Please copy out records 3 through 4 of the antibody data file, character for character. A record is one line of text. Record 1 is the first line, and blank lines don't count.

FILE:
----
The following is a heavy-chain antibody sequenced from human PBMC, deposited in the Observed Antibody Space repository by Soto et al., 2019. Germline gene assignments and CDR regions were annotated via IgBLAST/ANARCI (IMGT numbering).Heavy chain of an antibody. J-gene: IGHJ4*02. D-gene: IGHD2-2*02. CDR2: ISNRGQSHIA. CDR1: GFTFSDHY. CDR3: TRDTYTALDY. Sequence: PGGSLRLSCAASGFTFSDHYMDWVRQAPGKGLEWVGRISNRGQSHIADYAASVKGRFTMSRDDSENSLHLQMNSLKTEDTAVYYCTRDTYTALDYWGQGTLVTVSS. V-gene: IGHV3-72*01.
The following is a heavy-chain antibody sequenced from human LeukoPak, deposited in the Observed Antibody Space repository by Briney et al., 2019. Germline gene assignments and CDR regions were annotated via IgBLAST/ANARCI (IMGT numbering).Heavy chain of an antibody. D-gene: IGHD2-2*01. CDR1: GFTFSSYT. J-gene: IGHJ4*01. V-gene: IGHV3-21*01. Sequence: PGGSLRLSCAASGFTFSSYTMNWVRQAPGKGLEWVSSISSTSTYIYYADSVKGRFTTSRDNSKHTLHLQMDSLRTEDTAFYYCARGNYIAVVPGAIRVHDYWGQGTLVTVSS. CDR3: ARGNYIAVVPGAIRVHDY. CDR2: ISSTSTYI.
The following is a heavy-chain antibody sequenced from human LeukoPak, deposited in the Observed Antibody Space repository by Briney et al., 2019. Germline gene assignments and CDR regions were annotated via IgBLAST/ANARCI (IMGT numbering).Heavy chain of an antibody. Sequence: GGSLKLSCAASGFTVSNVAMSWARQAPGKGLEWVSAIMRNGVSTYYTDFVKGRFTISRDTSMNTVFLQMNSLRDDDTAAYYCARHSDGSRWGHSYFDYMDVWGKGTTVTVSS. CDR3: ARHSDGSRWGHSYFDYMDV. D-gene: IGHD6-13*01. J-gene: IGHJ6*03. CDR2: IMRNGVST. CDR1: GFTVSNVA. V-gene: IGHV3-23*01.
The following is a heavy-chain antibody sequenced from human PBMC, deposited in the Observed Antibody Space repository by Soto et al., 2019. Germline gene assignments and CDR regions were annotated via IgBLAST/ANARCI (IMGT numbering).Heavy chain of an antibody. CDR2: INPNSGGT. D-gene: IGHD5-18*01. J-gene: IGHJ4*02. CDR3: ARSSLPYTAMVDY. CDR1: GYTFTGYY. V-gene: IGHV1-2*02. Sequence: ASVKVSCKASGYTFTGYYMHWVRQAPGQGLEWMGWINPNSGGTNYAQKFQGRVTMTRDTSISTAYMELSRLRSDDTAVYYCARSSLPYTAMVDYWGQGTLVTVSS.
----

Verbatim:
The following is a heavy-chain antibody sequenced from human LeukoPak, deposited in the Observed Antibody Space repository by Briney et al., 2019. Germline gene assignments and CDR regions were annotated via IgBLAST/ANARCI (IMGT numbering).Heavy chain of an antibody. Sequence: GGSLKLSCAASGFTVSNVAMSWARQAPGKGLEWVSAIMRNGVSTYYTDFVKGRFTISRDTSMNTVFLQMNSLRDDDTAAYYCARHSDGSRWGHSYFDYMDVWGKGTTVTVSS. CDR3: ARHSDGSRWGHSYFDYMDV. D-gene: IGHD6-13*01. J-gene: IGHJ6*03. CDR2: IMRNGVST. CDR1: GFTVSNVA. V-gene: IGHV3-23*01.
The following is a heavy-chain antibody sequenced from human PBMC, deposited in the Observed Antibody Space repository by Soto et al., 2019. Germline gene assignments and CDR regions were annotated via IgBLAST/ANARCI (IMGT numbering).Heavy chain of an antibody. CDR2: INPNSGGT. D-gene: IGHD5-18*01. J-gene: IGHJ4*02. CDR3: ARSSLPYTAMVDY. CDR1: GYTFTGYY. V-gene: IGHV1-2*02. Sequence: ASVKVSCKASGYTFTGYYMHWVRQAPGQGLEWMGWINPNSGGTNYAQKFQGRVTMTRDTSISTAYMELSRLRSDDTAVYYCARSSLPYTAMVDYWGQGTLVTVSS.